Debunking the myth of the vampire bat

In our NewsHour Shares moment of the day, vampire bats may be some of the spookiest species on earth. But the surprisingly social animals make sacrifices to save one another’s lives. We debunk some of the popular myths about these blood-thirsty animals.

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    Finally, we stay in the Halloween spirit for our "NewsHour" Shares, something that caught our eye that we thought would be of interest to you, too.

    It turns out the vampire bat is hardly the agent of evil its association with Dracula would suggest. We asked Smithsonian researcher and vampire bat expert Gerry Carter to clear up some of the myths.


    I'm Gerry Carter, and I study food-sharing relationships in vampire bats.

    Vampire bats are small, neotropical bats. They weigh about 30 grams, and they drink nothing but blood. The legend of the vampire actually came first before the bat was discovered by Europeans. So, the bat is actually named after the monster, and not the other way around.

    One idea about vampire bats that's very common, especially in Latin America, is that most bats are vampire bats. And that's certainly not true. There are only three species of vampire bats, and there are roughly 1,300 species of bats.

    The common vampire bat usually feeds on mammals and livestock. The white-winged vampire bat will often climb along the underside of a branch to feed on the toes of a bird. And the hairy-legged vampire bat will actually land on a bird like a chicken and hide in the feathers. So, it's like a giant tick.

    Vampire bats have these razor-sharp teeth that they use to make a small cut, and then they lick the wound. And they have an anticoagulant in their saliva which keeps the blood flowing, and they will take about a tablespoon of blood. And if they're successful, then the animal is none the wiser, never finds out that the bat was there until the next morning maybe.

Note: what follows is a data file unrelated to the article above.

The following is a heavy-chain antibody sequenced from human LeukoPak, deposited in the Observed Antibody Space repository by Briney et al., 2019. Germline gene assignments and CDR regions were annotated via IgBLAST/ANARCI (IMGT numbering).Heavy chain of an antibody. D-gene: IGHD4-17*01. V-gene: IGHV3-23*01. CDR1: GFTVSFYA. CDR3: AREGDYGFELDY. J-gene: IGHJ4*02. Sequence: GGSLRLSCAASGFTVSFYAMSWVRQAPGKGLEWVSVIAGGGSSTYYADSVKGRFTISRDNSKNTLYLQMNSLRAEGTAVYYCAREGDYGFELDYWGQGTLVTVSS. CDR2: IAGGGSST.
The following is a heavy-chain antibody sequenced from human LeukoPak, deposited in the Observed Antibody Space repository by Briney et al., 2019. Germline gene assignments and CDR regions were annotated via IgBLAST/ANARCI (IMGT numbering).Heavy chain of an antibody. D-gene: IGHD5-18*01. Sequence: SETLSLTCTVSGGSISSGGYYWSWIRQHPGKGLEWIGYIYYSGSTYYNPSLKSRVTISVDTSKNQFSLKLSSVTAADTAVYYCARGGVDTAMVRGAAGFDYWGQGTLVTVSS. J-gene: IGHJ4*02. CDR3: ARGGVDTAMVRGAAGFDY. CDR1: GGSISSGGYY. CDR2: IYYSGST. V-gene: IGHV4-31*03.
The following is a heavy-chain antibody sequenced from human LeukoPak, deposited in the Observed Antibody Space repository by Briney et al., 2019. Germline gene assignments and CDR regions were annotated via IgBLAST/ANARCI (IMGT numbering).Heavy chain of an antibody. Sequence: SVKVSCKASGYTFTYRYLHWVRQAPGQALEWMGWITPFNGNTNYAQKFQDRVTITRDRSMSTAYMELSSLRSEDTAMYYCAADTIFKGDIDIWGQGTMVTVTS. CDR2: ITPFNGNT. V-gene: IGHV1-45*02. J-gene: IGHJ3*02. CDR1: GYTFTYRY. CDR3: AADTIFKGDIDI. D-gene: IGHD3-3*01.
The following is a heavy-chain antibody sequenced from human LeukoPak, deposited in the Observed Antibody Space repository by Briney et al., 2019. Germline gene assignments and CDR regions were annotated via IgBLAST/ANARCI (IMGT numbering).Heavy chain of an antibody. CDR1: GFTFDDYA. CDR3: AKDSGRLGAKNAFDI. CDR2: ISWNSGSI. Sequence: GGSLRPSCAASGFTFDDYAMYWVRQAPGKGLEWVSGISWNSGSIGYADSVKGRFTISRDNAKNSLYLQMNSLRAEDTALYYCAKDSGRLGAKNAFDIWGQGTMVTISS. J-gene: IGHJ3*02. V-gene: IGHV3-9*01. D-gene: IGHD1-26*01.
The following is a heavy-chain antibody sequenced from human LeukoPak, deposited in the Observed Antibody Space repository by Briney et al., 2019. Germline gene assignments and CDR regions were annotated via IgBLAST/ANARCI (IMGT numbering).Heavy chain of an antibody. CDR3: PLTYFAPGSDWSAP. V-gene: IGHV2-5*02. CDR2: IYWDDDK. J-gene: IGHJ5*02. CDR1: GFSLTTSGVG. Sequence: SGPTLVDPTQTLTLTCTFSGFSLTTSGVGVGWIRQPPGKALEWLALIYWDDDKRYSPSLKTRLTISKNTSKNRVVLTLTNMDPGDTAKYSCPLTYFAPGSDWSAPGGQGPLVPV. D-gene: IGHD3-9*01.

And one of the interesting things about the biology of vampire bats is that they're very susceptible to starvation. So they don't put on fat, they don't store energy, and they can starve if they miss more than two meals.

    But other bats in their roosts will often regurgitate a portion of their blood meals to feed them. So, you can fast an individual, and then another individual will go and save that individual's life, essentially.

    And that's one of the things that makes the vampire case so interesting in terms of an example of cooperation in nature. These vampire bats, they're like these alien life forms, and yet there are so many things that they do that seem very convergent with what people do, with what primates do.

    Vampire bats do things like they groom each other. They seem to have these friendship-like relationships. And yet everything else about them is so strange.

    I don't think people should be scared of vampire bats. Even within bats, I think vampire bats are probably the most hated and feared of all of the bats. But I think, the more you learn about vampire bats, the more you realize just how incredible they are.


    I just saw one fly through the studio.

    That's the "NewsHour" for tonight. I'm Judy Woodruff. Join us online and again right here tomorrow evening.

    For all of us at the "PBS NewsHour," happy Halloween, and good night.

    In our NewsHour Shares series, we show you things that caught our eye recently on the web. What about you? Leave your suggestions in the comments below, or tweet to @NewsHour using #NewsHourShares. We might share it on air.

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